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Alarms about a potential national teacher shortage rang out in September after the Learning Policy Institute issued a cautionary report that warned of a “coming crisis in teaching.”
National Public Radio chimed in dramatically; the first words of its headline were “Frustration. Burnout. Attrition.”
In October, NPR delved into the teacher supply issue again, this time through the lens of teacher retention.
“Welcome to the U.S. teaching force, where the ‘I’m outta here’ rate is an estimated 8 percent a year — twice that of high-performing countries like Finland or Singapore. And that 8 percent is a lot higher than other professions,” NPR explained.
It cited a graphic from a 2004 report issued by the National Commission on Teaching and America’s Future titled “No Dream Denied.” The authors of that report based their findings on data for the 2000–01 school year adapted by Richard Ingersoll from his study “Teacher Turnover and Teacher Shortages: An Organizational Analysis,” which, in turn, used figures from the National Center for Education Statistics Schools and Staffing Survey from 1993–94.
Wherever you stop on the way down that rabbit hole, it is pretty far removed from the situation in 2016. But let’s assume for the sake of argument that public school teachers quit at a rate of 8 percent each year. Is that really “a lot higher than other professions”?
The 2004 NCTAF report doesn’t make that comparison, and the NPR story fails to give examples of attrition rates in other professions. Fortunately, we do have comprehensive data detailing the percentage of people who quit their jobs each year, categorized by industry.
The Bureau of Labor Statistics produces the monthly JOLTS — Job Openings and Labor Turnover Survey — which compiles the percentage of employees who leave their jobs voluntarily, known as “quits rates.” Here is a table showing the quits rates for the past five years:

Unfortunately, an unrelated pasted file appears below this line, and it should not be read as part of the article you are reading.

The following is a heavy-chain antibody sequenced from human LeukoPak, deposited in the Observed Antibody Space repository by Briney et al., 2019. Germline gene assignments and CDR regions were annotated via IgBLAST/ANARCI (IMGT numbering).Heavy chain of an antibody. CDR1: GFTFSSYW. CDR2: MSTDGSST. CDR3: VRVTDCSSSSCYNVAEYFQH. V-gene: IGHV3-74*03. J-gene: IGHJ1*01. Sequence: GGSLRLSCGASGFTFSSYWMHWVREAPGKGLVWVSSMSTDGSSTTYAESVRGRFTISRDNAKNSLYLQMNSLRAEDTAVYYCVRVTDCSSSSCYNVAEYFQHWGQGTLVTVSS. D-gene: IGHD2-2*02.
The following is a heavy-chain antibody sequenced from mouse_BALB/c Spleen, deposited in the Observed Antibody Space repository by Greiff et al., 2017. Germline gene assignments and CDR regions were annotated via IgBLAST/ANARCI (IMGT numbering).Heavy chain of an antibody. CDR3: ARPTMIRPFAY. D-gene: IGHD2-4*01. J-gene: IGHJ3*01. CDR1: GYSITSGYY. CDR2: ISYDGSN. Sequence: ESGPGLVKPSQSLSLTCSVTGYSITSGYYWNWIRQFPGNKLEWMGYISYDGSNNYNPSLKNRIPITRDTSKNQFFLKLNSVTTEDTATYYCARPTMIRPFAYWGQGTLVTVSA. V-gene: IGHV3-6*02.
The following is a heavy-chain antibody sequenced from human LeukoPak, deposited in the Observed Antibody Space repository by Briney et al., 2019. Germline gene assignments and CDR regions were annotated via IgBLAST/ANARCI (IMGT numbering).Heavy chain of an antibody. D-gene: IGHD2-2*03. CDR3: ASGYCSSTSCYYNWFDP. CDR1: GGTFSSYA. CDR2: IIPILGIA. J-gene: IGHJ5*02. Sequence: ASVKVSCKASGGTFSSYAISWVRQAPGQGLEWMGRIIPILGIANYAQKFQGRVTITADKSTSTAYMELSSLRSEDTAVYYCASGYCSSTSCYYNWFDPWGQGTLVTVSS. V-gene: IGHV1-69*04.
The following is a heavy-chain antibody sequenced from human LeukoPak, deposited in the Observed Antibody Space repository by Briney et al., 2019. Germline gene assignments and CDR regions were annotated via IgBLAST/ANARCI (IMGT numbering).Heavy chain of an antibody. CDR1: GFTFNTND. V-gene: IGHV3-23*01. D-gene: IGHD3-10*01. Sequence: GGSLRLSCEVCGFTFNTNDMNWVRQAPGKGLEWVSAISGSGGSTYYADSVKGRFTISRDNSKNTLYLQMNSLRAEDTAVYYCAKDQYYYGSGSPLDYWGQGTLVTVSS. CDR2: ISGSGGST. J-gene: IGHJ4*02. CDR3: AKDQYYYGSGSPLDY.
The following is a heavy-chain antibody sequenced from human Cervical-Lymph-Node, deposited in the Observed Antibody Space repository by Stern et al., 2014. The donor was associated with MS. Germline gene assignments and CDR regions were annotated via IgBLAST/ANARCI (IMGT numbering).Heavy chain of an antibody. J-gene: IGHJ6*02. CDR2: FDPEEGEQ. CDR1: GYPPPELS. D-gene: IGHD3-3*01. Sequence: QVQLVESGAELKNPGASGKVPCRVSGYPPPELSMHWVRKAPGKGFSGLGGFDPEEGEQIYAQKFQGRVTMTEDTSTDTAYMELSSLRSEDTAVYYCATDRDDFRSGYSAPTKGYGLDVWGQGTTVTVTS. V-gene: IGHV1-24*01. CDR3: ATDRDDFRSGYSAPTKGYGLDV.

The facts are that 23.6 percent of all American workers quit their jobs in 2015, up from 17.9 percent in 2011. The percentages in the private sector range from 12.1 percent in durable goods to 50.3 percent in accommodation and food services.
There is only one place where quits rates are in single digits: government employment. The table helpfully breaks this down further by providing the quits rate for “state and local education,” a category that would include almost all public school teachers and education support employees.
The rate is 8.6 percent for 2015.
In other words, people who work in public education are among the least likely to quit their jobs in the entire United States.
So if Americans aren’t sufficiently alarmed about the crisis in teacher retention, perhaps it’s because they are very busy looking for their next job.
Mike Antonucci will be on vacation next week. Union Report will return on November 15.
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